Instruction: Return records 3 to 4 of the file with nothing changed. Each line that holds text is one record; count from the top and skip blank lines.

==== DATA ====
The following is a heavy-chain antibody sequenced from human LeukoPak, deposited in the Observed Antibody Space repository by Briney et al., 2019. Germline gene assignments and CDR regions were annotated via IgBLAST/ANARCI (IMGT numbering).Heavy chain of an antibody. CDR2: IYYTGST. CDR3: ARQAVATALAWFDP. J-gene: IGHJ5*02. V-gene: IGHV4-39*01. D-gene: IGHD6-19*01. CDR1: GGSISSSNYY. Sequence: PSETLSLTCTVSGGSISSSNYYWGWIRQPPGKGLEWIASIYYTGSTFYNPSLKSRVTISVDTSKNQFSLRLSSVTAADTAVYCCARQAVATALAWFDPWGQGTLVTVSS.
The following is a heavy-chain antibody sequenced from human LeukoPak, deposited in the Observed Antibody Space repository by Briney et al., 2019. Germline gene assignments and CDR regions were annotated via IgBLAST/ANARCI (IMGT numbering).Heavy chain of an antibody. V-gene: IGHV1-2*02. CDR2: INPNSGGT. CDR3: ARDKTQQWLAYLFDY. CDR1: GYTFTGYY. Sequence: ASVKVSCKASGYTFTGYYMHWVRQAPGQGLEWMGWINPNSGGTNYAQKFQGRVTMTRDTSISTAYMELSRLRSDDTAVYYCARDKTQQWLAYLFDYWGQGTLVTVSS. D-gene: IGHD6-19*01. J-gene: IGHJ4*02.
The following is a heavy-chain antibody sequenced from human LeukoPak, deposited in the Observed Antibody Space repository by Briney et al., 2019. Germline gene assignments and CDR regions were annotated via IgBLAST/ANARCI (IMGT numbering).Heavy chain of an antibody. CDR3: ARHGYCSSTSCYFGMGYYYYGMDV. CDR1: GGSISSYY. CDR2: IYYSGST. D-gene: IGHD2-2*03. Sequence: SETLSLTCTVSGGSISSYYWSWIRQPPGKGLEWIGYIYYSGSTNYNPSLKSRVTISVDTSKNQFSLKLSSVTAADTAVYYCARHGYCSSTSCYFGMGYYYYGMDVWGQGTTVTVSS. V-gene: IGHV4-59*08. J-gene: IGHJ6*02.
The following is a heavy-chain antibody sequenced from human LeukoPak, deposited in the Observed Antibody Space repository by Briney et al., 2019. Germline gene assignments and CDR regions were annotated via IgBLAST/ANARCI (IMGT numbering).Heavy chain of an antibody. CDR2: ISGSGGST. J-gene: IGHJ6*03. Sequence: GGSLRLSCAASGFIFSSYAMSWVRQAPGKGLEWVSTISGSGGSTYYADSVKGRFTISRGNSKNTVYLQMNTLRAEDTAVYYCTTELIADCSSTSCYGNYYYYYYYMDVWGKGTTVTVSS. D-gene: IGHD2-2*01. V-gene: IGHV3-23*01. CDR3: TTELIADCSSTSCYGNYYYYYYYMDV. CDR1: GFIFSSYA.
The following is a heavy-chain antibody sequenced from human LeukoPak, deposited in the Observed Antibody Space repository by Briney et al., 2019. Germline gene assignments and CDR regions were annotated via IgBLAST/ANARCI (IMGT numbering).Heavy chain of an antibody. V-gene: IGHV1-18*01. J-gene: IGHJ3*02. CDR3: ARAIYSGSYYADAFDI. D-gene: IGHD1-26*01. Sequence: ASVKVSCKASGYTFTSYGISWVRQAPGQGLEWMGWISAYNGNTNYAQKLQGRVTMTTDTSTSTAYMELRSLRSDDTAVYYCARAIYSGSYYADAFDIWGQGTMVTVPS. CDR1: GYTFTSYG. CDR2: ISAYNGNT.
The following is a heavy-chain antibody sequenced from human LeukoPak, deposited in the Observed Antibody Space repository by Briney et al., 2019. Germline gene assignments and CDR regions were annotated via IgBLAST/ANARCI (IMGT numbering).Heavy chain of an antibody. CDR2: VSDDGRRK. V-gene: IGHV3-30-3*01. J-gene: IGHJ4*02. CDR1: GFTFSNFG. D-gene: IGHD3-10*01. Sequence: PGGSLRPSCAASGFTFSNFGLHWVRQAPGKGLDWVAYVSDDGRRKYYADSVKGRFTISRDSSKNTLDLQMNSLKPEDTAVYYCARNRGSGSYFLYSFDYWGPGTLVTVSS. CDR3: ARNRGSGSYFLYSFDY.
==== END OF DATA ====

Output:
The following is a heavy-chain antibody sequenced from human LeukoPak, deposited in the Observed Antibody Space repository by Briney et al., 2019. Germline gene assignments and CDR regions were annotated via IgBLAST/ANARCI (IMGT numbering).Heavy chain of an antibody. CDR3: ARHGYCSSTSCYFGMGYYYYGMDV. CDR1: GGSISSYY. CDR2: IYYSGST. D-gene: IGHD2-2*03. Sequence: SETLSLTCTVSGGSISSYYWSWIRQPPGKGLEWIGYIYYSGSTNYNPSLKSRVTISVDTSKNQFSLKLSSVTAADTAVYYCARHGYCSSTSCYFGMGYYYYGMDVWGQGTTVTVSS. V-gene: IGHV4-59*08. J-gene: IGHJ6*02.
The following is a heavy-chain antibody sequenced from human LeukoPak, deposited in the Observed Antibody Space repository by Briney et al., 2019. Germline gene assignments and CDR regions were annotated via IgBLAST/ANARCI (IMGT numbering).Heavy chain of an antibody. CDR2: ISGSGGST. J-gene: IGHJ6*03. Sequence: GGSLRLSCAASGFIFSSYAMSWVRQAPGKGLEWVSTISGSGGSTYYADSVKGRFTISRGNSKNTVYLQMNTLRAEDTAVYYCTTELIADCSSTSCYGNYYYYYYYMDVWGKGTTVTVSS. D-gene: IGHD2-2*01. V-gene: IGHV3-23*01. CDR3: TTELIADCSSTSCYGNYYYYYYYMDV. CDR1: GFIFSSYA.